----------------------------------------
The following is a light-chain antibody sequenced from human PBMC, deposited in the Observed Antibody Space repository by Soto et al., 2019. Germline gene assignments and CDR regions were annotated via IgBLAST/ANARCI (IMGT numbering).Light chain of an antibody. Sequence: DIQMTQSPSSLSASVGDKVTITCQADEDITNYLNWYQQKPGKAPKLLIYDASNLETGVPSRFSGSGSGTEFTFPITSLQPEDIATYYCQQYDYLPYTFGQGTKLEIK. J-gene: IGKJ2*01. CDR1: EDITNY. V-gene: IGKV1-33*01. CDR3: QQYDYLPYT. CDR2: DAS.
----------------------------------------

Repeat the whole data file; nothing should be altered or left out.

The following is a light-chain antibody sequenced from human PBMC, deposited in the Observed Antibody Space repository by Soto et al., 2019. Germline gene assignments and CDR regions were annotated via IgBLAST/ANARCI (IMGT numbering).Light chain of an antibody. Sequence: DIQMTQSPSSLSASVGDKVTITCQADEDITNYLNWYQQKPGKAPKLLIYDASNLETGVPSRFSGSGSGTEFTFPITSLQPEDIATYYCQQYDYLPYTFGQGTKLEIK. J-gene: IGKJ2*01. CDR1: EDITNY. V-gene: IGKV1-33*01. CDR3: QQYDYLPYT. CDR2: DAS.